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4 Responses

  1. Wow. You don’t even *like* Escape From New York. Man! There’s only one thing I can say to that.

    You are not alone.

    I want to. I’ve tried to, though not recently. I know I “should” enjoy it, and not for some Film Card reason, but just because so many people genuinely do like it. But honestly, I just get bored, and bored fast.

    I’m never one to pat people on the back for a contrarian view, even if I also hold it. Logically, it is much more likely that the one who likes a thing sees value the disliker missed than it is that the one who dislikes a thing sees a void the favorably disposed person missed. You can’t really miss a void; its absence accomplishes all of the work. So when I’m out of step in the negative direction, I don’t champion my better taste so much as I hope I might come around down the road. The more you like, the happier you are.

    So that’s not what I’m doing. I’m just saying that you’re not alone on this one. WAY not.

    • Jim says:

      It’s not that I DON’T like it – there were fun, enjoyable parts that entertained me – I just don’t see anything in it at this point in my life and in history to understand why it became such a beloved classic. Having said that, I’d be totally open to having a conversation with someone who loves it because I want to know what they saw in it and what they appreciate about it. I do wonder how much initial viewing context (when the person saw it the first time, what was going on in the world, etc.) comes into play with something that is so thoroughly a product of its era.

  2. FictionIsntReal says:

    You say Carpenter wasn’t that good of a director “yet”, but he’d already made Halloween in 1978, which I’d argue not only codified one of the major sub-genres of horror but also holds up very well today. If one ponders why you don’t enjoy Escape From New York as much as The Thing or (I assume) Halloween, a possibility is that Escape is both original and somewhat ambitious in depicting an alternate future. Carpenter let certain elements of backstory go unexplained, like everyone being aware of Snake but thinking he’s dead, and that didn’t sit well with you. The Thing is an adaptation of a short story he could rely on, whereas Halloween is set in our own familiar world (just with this one extra character who is unfamiliar to everyone but Loomis).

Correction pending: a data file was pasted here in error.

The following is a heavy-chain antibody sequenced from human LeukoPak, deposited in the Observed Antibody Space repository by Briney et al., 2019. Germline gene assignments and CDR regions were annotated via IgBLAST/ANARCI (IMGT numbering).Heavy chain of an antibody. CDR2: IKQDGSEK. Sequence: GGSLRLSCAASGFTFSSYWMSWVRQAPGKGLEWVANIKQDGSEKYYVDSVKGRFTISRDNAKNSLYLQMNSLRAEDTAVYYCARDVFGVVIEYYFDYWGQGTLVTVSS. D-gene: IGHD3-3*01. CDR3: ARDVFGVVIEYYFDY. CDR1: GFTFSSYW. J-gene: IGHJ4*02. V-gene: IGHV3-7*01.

Your attempts to interpret Carpenter’s films remind me of our disagreement on James Whale. I know Carpenter has a distinctive political perspective, but I’m more reliant on the “text” of the film and inclined to believe that he was just making low-budget exploitation movies that he hoped the audience would enjoy. This is his explicit stance on the “morals” of Halloween.

    • Jim says:

      As much as I do love Halloween (and I love it a lot), I’ll also readily admit that a lot of that has to do with personal subjectivity. If someone were to tell me that they didn’t like Halloween because of stiff acting, some suspect editing, and a script that’s a bit on the nose at times, I would totally understand. George Miller let a lot of stuff go unexplained in the world he built with Mad Max Fury Road (another story that I would say is an original and ambitious depiction of an alternate future), but that one works because it only needs to give you the bare minimum of groundwork to understand its world of balls to the wall spectacle.

      As for Carpenter’s perspective, I think we’re going to have to agree to disagree. I don’t think that the director’s voice is entirely insignificant, but I do think that larger factors in the world – be they societal, political, emotional, etc. – cannot help but influence and shape a person who is a product of those systems. If Carpenter were just trying to make superficial exploitation films, I would respect him a lot less as a director as it would essentially rob him of any unique voice or perspective.

      It also should be noted, however, that exploitation sub-genres emerged as filmic responses to societal and historical trends.

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